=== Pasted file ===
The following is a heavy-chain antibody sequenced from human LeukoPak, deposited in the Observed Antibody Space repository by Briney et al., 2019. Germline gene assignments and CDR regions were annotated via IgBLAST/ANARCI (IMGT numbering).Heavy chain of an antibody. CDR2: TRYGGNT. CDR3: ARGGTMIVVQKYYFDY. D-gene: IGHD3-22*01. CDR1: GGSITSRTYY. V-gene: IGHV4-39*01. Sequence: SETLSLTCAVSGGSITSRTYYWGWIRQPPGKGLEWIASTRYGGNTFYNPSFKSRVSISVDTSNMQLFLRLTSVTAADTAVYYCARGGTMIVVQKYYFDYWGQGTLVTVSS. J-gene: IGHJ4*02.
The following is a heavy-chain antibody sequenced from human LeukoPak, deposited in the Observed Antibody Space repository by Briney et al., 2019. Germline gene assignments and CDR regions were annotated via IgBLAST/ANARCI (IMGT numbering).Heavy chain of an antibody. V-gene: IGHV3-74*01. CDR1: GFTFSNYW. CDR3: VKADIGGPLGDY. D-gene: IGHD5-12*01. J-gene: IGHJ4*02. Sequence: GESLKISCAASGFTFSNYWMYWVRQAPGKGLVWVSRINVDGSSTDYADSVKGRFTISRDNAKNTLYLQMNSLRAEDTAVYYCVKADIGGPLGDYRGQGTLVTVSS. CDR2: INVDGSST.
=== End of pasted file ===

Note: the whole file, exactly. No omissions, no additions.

The following is a heavy-chain antibody sequenced from human LeukoPak, deposited in the Observed Antibody Space repository by Briney et al., 2019. Germline gene assignments and CDR regions were annotated via IgBLAST/ANARCI (IMGT numbering).Heavy chain of an antibody. CDR2: TRYGGNT. CDR3: ARGGTMIVVQKYYFDY. D-gene: IGHD3-22*01. CDR1: GGSITSRTYY. V-gene: IGHV4-39*01. Sequence: SETLSLTCAVSGGSITSRTYYWGWIRQPPGKGLEWIASTRYGGNTFYNPSFKSRVSISVDTSNMQLFLRLTSVTAADTAVYYCARGGTMIVVQKYYFDYWGQGTLVTVSS. J-gene: IGHJ4*02.
The following is a heavy-chain antibody sequenced from human LeukoPak, deposited in the Observed Antibody Space repository by Briney et al., 2019. Germline gene assignments and CDR regions were annotated via IgBLAST/ANARCI (IMGT numbering).Heavy chain of an antibody. V-gene: IGHV3-74*01. CDR1: GFTFSNYW. CDR3: VKADIGGPLGDY. D-gene: IGHD5-12*01. J-gene: IGHJ4*02. Sequence: GESLKISCAASGFTFSNYWMYWVRQAPGKGLVWVSRINVDGSSTDYADSVKGRFTISRDNAKNTLYLQMNSLRAEDTAVYYCVKADIGGPLGDYRGQGTLVTVSS. CDR2: INVDGSST.